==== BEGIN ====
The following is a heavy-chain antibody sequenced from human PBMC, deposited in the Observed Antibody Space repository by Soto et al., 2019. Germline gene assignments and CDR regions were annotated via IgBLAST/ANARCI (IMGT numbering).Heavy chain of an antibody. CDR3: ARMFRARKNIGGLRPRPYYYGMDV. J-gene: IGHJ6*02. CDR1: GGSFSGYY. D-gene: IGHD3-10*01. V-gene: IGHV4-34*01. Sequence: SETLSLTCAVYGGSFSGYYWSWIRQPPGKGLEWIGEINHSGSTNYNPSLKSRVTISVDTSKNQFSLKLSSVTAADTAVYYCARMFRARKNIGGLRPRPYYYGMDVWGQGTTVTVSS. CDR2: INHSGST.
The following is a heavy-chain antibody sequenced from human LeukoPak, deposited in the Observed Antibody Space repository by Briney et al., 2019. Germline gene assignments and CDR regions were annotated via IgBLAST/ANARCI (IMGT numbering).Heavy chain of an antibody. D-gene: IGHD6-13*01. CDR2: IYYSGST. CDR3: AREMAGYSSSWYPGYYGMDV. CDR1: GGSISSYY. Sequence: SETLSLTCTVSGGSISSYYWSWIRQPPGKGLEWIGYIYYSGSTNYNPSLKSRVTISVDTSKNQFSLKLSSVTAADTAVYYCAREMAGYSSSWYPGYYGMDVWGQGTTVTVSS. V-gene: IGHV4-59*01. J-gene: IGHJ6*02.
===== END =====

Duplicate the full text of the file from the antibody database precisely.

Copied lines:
The following is a heavy-chain antibody sequenced from human PBMC, deposited in the Observed Antibody Space repository by Soto et al., 2019. Germline gene assignments and CDR regions were annotated via IgBLAST/ANARCI (IMGT numbering).Heavy chain of an antibody. CDR3: ARMFRARKNIGGLRPRPYYYGMDV. J-gene: IGHJ6*02. CDR1: GGSFSGYY. D-gene: IGHD3-10*01. V-gene: IGHV4-34*01. Sequence: SETLSLTCAVYGGSFSGYYWSWIRQPPGKGLEWIGEINHSGSTNYNPSLKSRVTISVDTSKNQFSLKLSSVTAADTAVYYCARMFRARKNIGGLRPRPYYYGMDVWGQGTTVTVSS. CDR2: INHSGST.
The following is a heavy-chain antibody sequenced from human LeukoPak, deposited in the Observed Antibody Space repository by Briney et al., 2019. Germline gene assignments and CDR regions were annotated via IgBLAST/ANARCI (IMGT numbering).Heavy chain of an antibody. D-gene: IGHD6-13*01. CDR2: IYYSGST. CDR3: AREMAGYSSSWYPGYYGMDV. CDR1: GGSISSYY. Sequence: SETLSLTCTVSGGSISSYYWSWIRQPPGKGLEWIGYIYYSGSTNYNPSLKSRVTISVDTSKNQFSLKLSSVTAADTAVYYCAREMAGYSSSWYPGYYGMDVWGQGTTVTVSS. V-gene: IGHV4-59*01. J-gene: IGHJ6*02.